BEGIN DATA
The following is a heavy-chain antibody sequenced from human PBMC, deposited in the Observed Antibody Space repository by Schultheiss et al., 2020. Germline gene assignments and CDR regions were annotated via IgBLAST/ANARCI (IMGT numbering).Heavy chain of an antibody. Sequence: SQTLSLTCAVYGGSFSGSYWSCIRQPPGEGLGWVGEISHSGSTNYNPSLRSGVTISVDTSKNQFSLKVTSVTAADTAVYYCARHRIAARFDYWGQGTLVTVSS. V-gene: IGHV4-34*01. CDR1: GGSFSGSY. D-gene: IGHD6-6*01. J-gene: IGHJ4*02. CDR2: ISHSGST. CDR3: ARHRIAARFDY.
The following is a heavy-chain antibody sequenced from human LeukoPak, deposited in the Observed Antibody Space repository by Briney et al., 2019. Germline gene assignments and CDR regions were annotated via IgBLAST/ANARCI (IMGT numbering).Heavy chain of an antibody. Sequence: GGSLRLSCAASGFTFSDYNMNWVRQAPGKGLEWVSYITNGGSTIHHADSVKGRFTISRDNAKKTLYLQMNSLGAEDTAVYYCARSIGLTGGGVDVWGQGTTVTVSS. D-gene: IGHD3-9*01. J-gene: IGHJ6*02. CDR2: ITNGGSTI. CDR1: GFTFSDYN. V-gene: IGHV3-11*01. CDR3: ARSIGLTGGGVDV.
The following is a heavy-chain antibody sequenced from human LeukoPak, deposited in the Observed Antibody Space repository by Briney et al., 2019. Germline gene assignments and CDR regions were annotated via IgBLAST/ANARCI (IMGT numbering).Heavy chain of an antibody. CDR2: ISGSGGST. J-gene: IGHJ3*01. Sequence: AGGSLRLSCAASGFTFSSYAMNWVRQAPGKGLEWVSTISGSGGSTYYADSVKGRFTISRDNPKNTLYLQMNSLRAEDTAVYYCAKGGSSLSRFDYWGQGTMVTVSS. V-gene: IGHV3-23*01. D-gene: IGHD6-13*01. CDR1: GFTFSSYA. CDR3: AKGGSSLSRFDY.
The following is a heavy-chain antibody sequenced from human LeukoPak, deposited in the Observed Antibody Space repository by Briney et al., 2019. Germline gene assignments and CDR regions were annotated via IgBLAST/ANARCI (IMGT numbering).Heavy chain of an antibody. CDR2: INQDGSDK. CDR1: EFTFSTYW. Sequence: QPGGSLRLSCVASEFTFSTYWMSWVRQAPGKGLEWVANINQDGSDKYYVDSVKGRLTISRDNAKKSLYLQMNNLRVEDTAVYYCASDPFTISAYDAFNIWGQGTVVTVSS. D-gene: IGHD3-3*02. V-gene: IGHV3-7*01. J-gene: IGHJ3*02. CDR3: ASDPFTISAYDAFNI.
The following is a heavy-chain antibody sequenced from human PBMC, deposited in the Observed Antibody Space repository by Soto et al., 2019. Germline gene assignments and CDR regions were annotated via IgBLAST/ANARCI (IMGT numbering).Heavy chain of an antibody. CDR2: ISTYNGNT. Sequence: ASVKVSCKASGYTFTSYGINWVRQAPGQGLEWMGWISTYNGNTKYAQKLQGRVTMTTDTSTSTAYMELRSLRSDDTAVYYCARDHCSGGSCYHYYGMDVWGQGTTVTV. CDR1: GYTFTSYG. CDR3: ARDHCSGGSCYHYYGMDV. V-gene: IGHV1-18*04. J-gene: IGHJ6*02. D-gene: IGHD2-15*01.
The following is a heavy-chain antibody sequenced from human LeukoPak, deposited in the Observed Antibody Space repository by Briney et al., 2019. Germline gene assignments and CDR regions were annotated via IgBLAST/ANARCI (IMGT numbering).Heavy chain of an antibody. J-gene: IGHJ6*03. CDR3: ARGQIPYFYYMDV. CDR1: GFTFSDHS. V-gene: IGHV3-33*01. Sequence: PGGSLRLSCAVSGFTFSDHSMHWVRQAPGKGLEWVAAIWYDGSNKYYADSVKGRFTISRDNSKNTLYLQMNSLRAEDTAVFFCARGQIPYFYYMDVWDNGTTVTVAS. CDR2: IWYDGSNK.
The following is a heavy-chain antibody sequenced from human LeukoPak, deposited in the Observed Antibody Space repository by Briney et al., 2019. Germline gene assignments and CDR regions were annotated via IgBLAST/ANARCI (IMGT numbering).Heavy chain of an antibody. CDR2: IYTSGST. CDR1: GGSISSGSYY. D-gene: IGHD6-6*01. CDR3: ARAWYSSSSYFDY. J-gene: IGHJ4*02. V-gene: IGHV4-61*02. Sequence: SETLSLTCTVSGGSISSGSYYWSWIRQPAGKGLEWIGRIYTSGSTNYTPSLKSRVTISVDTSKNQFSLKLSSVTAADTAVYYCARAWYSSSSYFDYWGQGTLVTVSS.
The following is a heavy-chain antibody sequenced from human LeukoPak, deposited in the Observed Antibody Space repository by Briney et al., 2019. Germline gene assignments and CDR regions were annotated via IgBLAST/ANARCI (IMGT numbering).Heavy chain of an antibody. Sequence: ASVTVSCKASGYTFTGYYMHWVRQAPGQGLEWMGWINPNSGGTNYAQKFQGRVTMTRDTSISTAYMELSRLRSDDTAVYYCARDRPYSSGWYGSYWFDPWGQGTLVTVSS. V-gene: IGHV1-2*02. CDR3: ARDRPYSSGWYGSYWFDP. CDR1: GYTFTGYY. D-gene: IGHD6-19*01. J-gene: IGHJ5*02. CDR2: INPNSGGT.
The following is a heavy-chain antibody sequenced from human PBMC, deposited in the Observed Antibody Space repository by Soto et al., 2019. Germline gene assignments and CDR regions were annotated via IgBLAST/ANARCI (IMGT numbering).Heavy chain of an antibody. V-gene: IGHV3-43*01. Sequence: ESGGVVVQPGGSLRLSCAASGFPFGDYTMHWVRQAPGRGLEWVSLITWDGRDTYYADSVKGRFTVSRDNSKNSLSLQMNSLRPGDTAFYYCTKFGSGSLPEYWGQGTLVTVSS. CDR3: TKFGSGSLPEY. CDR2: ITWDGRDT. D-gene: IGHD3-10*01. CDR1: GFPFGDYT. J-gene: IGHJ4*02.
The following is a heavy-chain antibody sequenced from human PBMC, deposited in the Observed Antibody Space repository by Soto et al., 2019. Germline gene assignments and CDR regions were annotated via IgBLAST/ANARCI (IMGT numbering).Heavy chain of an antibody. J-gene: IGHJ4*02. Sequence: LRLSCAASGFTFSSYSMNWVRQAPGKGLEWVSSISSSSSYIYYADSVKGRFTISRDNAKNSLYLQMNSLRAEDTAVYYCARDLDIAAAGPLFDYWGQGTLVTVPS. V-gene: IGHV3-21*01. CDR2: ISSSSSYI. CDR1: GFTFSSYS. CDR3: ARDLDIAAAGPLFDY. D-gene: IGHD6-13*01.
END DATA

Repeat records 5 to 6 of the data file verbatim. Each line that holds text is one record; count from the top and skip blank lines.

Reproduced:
The following is a heavy-chain antibody sequenced from human PBMC, deposited in the Observed Antibody Space repository by Soto et al., 2019. Germline gene assignments and CDR regions were annotated via IgBLAST/ANARCI (IMGT numbering).Heavy chain of an antibody. CDR2: ISTYNGNT. Sequence: ASVKVSCKASGYTFTSYGINWVRQAPGQGLEWMGWISTYNGNTKYAQKLQGRVTMTTDTSTSTAYMELRSLRSDDTAVYYCARDHCSGGSCYHYYGMDVWGQGTTVTV. CDR1: GYTFTSYG. CDR3: ARDHCSGGSCYHYYGMDV. V-gene: IGHV1-18*04. J-gene: IGHJ6*02. D-gene: IGHD2-15*01.
The following is a heavy-chain antibody sequenced from human LeukoPak, deposited in the Observed Antibody Space repository by Briney et al., 2019. Germline gene assignments and CDR regions were annotated via IgBLAST/ANARCI (IMGT numbering).Heavy chain of an antibody. J-gene: IGHJ6*03. CDR3: ARGQIPYFYYMDV. CDR1: GFTFSDHS. V-gene: IGHV3-33*01. Sequence: PGGSLRLSCAVSGFTFSDHSMHWVRQAPGKGLEWVAAIWYDGSNKYYADSVKGRFTISRDNSKNTLYLQMNSLRAEDTAVFFCARGQIPYFYYMDVWDNGTTVTVAS. CDR2: IWYDGSNK.